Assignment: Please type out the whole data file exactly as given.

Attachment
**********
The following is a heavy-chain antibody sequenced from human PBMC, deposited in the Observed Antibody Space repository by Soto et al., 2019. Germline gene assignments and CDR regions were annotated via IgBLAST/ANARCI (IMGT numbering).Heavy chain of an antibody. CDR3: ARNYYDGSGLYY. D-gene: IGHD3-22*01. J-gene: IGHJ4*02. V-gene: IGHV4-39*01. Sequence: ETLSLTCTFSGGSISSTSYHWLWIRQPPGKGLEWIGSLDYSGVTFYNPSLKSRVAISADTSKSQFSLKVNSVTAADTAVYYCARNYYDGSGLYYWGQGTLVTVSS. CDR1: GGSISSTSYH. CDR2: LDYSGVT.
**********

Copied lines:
The following is a heavy-chain antibody sequenced from human PBMC, deposited in the Observed Antibody Space repository by Soto et al., 2019. Germline gene assignments and CDR regions were annotated via IgBLAST/ANARCI (IMGT numbering).Heavy chain of an antibody. CDR3: ARNYYDGSGLYY. D-gene: IGHD3-22*01. J-gene: IGHJ4*02. V-gene: IGHV4-39*01. Sequence: ETLSLTCTFSGGSISSTSYHWLWIRQPPGKGLEWIGSLDYSGVTFYNPSLKSRVAISADTSKSQFSLKVNSVTAADTAVYYCARNYYDGSGLYYWGQGTLVTVSS. CDR1: GGSISSTSYH. CDR2: LDYSGVT.